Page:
Ale at Altitude: Pints from the past make way for big beers |

Ale at Altitude: Pints from the past make way for big beers

Matt Thrall
Ale at Altitude
Vail, CO, Colorado

Big beers have graced the tables of common folk and royalty for centuries. While beer historians may quibble over which was the first big beer, many consider the “doppelbock” to be the world’s first recognized style of big beer.

The monks of Saint Francis of Paula began brewing big beer in the mid-1600s with the first public release in 1751. They used more malt than normal to intensify the regular bock style and used it as “liquid bread” during the Lent fasting period.

The next big beer rendition emerged in England in the late 1790s with the Thrale’s Entire (porter), known today as Russian Imperial Stout. This beer was made “to keep seven years” for the Empress of Russia and the Czarist court. In order to survive the harsh winter climate of the North and the arduous export from England to Russia, more malt was added to the regular stout recipe, as well as more hops to balance the sweetness of the malt and alcohol.

Today’s beer drinkers can thank the craft beer movement for bringing a multitude of both traditional and entirely new big beer styles into the marketplace. Anchor Brewing led the charge with the release of Old Foghorn in 1975 and Sierra Nevada’s Bigfoot and Rogue’s Old Crustacean followed soon after. The American palate learned to appreciate the bold flavors of a classic English-style barleywine, a malt beer named for its high alcohol levels and not because it uses grapes.

Shortly thereafter a multitude of traditional big beer styles, ranging from the centuries-old doppelbocks and imperial stouts to postmodern examples such as double saisons and imperial pilsners, started popping up across the country. Now, almost all of the craft brewers in the country have at least one big beer in their lineup, if not several.

Avery Brewing Co.’s first venture into the realm of big beers was in 1998 with Hog Heaven Barleywine, another fine example of an English malt structure dominated by hops. Quickly following in the portfolio were two traditional Belgian-influenced big beers, The Reverend Belgian-Style Quadrupel Ale and Salvation Belgian-Style Golden Ale, to create the Holy Trinity of Ales. There are also a great many other big beers by established breweries in Colorado including Widdershins by Left Hand, Yeti by Great Divide, Ten Fidy by Oskar Blues and Myrcenary by Odell Brewing.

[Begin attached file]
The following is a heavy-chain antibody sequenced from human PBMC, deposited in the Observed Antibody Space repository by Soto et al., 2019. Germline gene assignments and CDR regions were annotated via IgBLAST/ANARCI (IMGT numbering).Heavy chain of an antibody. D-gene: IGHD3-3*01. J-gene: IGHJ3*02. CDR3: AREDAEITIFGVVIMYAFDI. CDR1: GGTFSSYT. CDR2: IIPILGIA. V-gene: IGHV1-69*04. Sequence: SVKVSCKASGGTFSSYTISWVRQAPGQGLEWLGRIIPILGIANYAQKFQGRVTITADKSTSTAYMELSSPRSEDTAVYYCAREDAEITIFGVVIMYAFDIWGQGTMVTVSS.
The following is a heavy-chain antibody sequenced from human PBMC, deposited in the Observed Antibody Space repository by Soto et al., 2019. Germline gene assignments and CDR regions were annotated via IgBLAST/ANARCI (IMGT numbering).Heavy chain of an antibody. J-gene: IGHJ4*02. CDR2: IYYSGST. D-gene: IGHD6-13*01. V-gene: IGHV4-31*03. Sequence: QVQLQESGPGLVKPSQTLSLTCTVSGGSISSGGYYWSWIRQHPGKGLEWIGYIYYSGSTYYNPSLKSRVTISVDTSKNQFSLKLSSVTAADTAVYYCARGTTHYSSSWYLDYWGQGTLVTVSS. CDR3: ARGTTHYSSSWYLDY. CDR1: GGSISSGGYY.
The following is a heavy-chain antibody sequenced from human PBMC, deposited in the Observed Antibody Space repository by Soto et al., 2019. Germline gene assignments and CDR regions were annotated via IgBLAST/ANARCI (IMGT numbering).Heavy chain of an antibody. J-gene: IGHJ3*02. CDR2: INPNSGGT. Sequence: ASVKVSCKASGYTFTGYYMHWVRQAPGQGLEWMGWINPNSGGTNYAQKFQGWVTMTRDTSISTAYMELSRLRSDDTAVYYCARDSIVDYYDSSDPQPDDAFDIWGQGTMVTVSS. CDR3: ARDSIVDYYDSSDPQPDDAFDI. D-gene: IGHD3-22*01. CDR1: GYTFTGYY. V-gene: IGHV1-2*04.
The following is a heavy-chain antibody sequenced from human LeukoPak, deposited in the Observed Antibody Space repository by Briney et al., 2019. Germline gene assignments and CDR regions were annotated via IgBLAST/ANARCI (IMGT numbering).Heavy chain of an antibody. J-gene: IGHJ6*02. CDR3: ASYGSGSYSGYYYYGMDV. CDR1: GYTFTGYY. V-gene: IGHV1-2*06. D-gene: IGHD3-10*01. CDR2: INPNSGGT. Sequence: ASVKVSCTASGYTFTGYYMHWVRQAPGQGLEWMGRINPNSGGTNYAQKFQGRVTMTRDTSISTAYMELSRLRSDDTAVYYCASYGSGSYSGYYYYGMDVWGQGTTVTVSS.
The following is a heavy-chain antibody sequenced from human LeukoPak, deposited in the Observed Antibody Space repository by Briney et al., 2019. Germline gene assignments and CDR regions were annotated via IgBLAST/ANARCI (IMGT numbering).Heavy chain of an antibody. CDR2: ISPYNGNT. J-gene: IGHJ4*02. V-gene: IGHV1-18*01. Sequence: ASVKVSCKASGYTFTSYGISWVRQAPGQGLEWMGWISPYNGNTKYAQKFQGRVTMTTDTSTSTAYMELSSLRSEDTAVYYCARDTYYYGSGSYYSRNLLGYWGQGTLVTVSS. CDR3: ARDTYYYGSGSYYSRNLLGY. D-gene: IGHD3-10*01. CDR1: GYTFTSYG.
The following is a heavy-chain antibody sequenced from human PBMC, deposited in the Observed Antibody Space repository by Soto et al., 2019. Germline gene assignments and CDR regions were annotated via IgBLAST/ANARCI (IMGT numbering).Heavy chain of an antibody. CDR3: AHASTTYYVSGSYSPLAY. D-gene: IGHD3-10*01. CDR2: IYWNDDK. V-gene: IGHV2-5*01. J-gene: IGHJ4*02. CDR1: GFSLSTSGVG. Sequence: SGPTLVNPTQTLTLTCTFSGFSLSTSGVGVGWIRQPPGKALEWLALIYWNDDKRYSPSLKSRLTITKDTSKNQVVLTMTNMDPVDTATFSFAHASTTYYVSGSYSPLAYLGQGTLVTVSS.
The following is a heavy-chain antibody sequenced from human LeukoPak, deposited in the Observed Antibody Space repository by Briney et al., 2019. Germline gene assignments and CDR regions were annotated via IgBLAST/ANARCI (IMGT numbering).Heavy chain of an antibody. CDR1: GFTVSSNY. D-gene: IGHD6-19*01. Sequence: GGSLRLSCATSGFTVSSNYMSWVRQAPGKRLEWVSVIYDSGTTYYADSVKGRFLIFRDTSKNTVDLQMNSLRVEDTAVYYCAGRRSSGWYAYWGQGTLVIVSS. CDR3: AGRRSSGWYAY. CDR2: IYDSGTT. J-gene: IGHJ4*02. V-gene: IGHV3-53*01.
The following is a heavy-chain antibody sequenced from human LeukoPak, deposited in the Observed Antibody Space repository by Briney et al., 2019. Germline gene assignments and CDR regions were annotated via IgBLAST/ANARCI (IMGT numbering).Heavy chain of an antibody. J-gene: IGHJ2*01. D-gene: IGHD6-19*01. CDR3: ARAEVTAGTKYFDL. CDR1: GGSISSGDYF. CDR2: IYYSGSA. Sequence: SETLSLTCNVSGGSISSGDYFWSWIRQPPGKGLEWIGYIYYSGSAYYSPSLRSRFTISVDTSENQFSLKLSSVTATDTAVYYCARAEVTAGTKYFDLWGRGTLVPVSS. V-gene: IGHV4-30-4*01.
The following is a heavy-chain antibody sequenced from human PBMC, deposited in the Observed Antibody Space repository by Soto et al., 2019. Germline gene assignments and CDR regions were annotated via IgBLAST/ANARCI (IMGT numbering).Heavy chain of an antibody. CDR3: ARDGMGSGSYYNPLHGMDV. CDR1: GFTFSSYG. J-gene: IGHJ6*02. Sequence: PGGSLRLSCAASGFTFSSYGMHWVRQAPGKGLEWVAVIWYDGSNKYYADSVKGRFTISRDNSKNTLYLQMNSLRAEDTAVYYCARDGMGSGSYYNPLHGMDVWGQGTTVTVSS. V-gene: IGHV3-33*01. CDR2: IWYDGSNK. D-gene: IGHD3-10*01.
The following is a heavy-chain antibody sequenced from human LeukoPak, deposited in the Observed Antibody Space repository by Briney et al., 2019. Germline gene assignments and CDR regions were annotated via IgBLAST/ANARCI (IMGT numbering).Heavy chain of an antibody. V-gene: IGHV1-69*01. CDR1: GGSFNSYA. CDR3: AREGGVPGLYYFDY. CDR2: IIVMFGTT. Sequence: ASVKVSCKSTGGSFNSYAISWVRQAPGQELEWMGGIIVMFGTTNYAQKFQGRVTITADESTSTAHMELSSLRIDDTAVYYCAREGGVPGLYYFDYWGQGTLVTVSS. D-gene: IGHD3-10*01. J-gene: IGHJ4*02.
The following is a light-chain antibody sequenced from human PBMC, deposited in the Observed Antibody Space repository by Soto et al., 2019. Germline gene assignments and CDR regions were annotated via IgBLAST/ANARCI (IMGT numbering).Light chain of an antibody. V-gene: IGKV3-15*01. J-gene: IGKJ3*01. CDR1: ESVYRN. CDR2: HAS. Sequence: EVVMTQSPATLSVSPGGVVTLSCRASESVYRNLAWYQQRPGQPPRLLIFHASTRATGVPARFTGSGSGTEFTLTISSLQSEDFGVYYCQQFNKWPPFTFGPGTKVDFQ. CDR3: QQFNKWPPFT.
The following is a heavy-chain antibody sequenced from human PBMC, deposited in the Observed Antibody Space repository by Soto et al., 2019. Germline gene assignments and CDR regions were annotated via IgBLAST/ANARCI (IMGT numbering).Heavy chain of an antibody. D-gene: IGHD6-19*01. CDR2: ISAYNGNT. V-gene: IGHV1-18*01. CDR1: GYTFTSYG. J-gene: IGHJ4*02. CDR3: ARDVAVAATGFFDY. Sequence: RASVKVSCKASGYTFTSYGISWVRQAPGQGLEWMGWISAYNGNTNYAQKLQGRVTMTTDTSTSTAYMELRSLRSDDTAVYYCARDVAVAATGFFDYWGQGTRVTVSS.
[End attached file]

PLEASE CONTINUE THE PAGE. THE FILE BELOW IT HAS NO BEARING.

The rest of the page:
So what is a big beer? A big beer is typically any beer that packs more than 8.5 percent alcohol by volume. Known for its alcohol kick, flavor, aroma and bitterness, big beers are processed like regular beers, but they are fermented for a longer period of time to allow the yeast to metabolize the extra amount of barley, malt and sugars. Instead of the typical two-week turnaround for most ale beers, a big beer can take four weeks or more to fully mature in a fermentation vessel before it can be packaged. It is this extra vessel time, and of course healthy yeast, that is the key to making big beers.

While there have been many fads in the beer industry and many naysayers doubting the longevity of such extreme styles of beer, history sides with big beer and it looks like the next few centuries are looking pretty strong.

Matt “Handtruck” Thrall is head brewer and general know-it-all at Avery Brewing Co. Email comments about this column to

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